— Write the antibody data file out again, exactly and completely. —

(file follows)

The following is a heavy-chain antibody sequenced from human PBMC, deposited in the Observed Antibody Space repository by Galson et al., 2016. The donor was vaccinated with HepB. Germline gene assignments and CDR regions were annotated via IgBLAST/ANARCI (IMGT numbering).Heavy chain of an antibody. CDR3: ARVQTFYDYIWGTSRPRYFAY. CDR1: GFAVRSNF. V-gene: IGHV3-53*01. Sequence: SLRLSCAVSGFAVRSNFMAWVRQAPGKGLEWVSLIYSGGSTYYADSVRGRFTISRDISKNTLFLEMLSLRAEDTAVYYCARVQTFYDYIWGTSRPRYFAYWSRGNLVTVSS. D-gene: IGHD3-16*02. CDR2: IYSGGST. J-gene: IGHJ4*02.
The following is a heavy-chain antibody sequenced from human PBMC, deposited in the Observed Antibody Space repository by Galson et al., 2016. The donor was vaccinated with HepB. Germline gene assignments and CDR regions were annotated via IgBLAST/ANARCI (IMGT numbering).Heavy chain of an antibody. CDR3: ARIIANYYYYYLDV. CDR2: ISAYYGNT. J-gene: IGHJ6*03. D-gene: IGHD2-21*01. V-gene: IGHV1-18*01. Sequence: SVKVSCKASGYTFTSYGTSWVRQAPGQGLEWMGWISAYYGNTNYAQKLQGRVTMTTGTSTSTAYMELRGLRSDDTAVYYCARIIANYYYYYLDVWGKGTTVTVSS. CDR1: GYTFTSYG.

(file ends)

The following is a heavy-chain antibody sequenced from human PBMC, deposited in the Observed Antibody Space repository by Galson et al., 2016. The donor was vaccinated with HepB. Germline gene assignments and CDR regions were annotated via IgBLAST/ANARCI (IMGT numbering).Heavy chain of an antibody. CDR3: ARVQTFYDYIWGTSRPRYFAY. CDR1: GFAVRSNF. V-gene: IGHV3-53*01. Sequence: SLRLSCAVSGFAVRSNFMAWVRQAPGKGLEWVSLIYSGGSTYYADSVRGRFTISRDISKNTLFLEMLSLRAEDTAVYYCARVQTFYDYIWGTSRPRYFAYWSRGNLVTVSS. D-gene: IGHD3-16*02. CDR2: IYSGGST. J-gene: IGHJ4*02.
The following is a heavy-chain antibody sequenced from human PBMC, deposited in the Observed Antibody Space repository by Galson et al., 2016. The donor was vaccinated with HepB. Germline gene assignments and CDR regions were annotated via IgBLAST/ANARCI (IMGT numbering).Heavy chain of an antibody. CDR3: ARIIANYYYYYLDV. CDR2: ISAYYGNT. J-gene: IGHJ6*03. D-gene: IGHD2-21*01. V-gene: IGHV1-18*01. Sequence: SVKVSCKASGYTFTSYGTSWVRQAPGQGLEWMGWISAYYGNTNYAQKLQGRVTMTTGTSTSTAYMELRGLRSDDTAVYYCARIIANYYYYYLDVWGKGTTVTVSS. CDR1: GYTFTSYG.